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1999 Frankfurt Show, Part I


1999 Bugatti Chiron

1999 Bugatti Chiron

One only has to look at a map of the Frankfurt Motor Show to get an idea of its importance. The event, which takes place every other year, fills more than a dozen convention halls and sprawls over nearly a square mile. The Motor Show coincides with what is on line to become a record-breaking year for the European auto industry, but a year in which competition has reached record levels of intensity, as well. By one analyst's estimate, European new-car prices have fallen about 2.5 percent this year. That’s putting the squeeze on profits, but in order to gain an advantage, manufacturers are rushing new product to market faster than ever. The 1999 show featured an estimated 51 world premieres, in all about 50 percent more debuts than just two years ago. The show runs through Sept. 26, and is expected to draw nearly 1 million visitors. Here’s a look at some of the hottest products and trends….PAE

Verso 1999 Frankfurt

Verso 1999 Frankfurt


1999 Pininfarina Metro

1999 Pininfarina Metro

THINKING SMALL. The big trend among European automakers this year is really a small one. With European roads growing more crowded than ever, and with continental fuel prices topping $5 a gallon in some markets, buyers are seeking ever more compact products. But there’s a big difference from the minicars of the past. Toyota’s Yaris Verso and the Pininfarina Metro are two good examples of how big things can come in small (exterior) packages. While both are, for the moment, concept vehicles, a version of the Verso is scheduled for production next year. This microvan is based off the same platform as the Yaris minicar that Toyota unveiled a year ago at the Paris Motor Show.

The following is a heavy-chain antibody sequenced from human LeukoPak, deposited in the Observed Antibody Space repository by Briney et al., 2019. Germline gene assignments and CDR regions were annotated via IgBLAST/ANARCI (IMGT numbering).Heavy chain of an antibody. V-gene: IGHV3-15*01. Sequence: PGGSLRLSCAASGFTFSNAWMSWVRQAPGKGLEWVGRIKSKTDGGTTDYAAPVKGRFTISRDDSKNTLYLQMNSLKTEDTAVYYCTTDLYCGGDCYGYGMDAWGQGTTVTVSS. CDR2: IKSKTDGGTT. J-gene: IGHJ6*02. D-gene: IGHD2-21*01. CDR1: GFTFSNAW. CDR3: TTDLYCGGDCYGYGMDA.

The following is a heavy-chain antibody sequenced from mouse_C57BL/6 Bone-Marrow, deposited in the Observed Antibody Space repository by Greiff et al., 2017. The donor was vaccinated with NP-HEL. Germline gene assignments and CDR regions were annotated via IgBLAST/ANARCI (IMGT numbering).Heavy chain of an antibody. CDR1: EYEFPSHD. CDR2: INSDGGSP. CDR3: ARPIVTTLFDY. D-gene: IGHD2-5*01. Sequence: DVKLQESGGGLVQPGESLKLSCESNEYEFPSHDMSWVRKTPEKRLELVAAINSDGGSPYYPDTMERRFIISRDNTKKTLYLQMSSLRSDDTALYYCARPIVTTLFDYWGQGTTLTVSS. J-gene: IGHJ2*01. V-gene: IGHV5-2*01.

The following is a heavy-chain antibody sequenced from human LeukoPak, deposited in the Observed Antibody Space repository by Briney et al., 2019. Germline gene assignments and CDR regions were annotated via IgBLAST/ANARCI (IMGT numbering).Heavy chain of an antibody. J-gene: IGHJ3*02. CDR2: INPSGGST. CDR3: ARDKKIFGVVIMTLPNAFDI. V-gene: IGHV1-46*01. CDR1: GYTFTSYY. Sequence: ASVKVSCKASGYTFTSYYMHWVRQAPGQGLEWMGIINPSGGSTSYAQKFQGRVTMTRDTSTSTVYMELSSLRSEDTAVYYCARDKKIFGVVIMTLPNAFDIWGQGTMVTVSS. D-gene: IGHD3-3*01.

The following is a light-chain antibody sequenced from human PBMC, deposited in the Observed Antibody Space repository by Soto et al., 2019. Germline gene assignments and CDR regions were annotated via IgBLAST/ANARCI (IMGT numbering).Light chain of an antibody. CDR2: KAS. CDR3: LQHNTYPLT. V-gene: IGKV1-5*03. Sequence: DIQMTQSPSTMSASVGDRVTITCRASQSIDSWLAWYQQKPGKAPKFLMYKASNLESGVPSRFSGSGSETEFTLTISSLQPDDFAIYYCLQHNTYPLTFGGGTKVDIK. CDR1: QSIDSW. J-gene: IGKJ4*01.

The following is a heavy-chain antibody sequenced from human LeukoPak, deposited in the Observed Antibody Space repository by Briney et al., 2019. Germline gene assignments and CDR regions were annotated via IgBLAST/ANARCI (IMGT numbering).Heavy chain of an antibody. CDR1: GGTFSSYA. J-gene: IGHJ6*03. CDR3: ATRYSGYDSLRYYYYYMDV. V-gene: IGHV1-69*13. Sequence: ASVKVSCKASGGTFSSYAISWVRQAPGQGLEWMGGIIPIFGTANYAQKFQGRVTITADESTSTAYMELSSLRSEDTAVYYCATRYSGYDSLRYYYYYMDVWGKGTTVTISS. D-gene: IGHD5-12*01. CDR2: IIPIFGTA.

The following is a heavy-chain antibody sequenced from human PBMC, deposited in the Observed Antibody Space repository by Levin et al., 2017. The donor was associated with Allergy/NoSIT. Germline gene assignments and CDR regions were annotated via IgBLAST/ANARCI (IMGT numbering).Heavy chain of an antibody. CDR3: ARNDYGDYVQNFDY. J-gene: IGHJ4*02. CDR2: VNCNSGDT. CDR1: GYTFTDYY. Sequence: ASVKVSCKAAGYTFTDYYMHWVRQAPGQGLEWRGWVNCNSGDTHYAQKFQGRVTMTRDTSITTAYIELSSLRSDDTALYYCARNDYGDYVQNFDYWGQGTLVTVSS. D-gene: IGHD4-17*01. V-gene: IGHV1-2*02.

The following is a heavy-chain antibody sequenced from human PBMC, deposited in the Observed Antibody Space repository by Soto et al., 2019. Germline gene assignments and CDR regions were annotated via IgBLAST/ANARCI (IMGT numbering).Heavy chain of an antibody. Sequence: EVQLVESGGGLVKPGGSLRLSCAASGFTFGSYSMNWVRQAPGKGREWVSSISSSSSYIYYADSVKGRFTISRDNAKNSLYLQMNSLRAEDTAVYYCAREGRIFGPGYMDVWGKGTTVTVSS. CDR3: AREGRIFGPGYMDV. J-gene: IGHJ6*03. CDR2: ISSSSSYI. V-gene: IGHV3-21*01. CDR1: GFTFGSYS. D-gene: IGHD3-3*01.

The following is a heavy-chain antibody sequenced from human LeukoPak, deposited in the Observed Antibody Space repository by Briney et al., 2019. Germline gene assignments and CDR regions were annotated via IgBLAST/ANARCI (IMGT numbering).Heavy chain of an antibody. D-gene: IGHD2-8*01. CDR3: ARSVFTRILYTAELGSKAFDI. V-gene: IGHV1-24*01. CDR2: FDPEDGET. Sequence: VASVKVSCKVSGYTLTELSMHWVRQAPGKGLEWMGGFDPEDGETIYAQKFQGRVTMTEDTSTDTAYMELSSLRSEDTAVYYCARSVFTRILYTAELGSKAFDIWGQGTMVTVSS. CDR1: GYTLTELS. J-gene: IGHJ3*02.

1999 Hyundai Tutti

1999 Hyundai Tutti

Pickups are a rare sight in Europe, but Hyundai’s little Tutti suggests there could be room for a pocket-sized cargo carrier blending functionality with a little bit of flair.

1999 Opel G90

1999 Opel G90

Opel’s G90 concept car is not only tiny but also incredibly fuel-efficient. In European terms, it needs only 3.88 liters of fuel for every 100 kilometers. That’s roughly 60 miles to the gallon for the 1650-pound vehicle, which makes extensive use of aluminum and magnesium. The G90 is powered by a modest 60-hp, three-cylinder engine.

DaimlerChrysler announced in Frankfurt that, over the next three years alone, it intends to spend $48 billion on product development. That will yield more than 30 new products over that time frame, 64

Chrysler Java concept 1999

Chrysler Java concept 1999

vehicles if you stretch out through 2004. For the moment, at least, the tiny Chrysler Java sedan also falls into the prototype category, but likely not for long. "We have a habit of putting our concepts into production," hints DaimlerChrysler Co-Chairman Bob Eaton. Though the Java is nearly 20 inches shorter than the upcoming Chrysler PT Cruiser, it has roughly the same-sized passenger compartment. (It’s a full yard shorter and significantly roomier than DaimlerChrysler’s smallest American model, the Neon.) As with the Verso, Metro, and G90, the key is Java’s tall roof and high seating position — it’s 62 inches tall versus 56 for Neon. If — or, more likely, when — the Java goes into production, it will help kick off a serious effort to establish the Chrysler brand as a significant global competitor. The prototype is powered by a 1.4-liter engine borrowed from the Mercedes-Benz A-Class. In production, it would more likely use one of the tiny Tritec engines Chrysler and BMW are building in a Brazilian joint venture. A version of a Mercedes diesel would also be available.
1999 Audi A2

 
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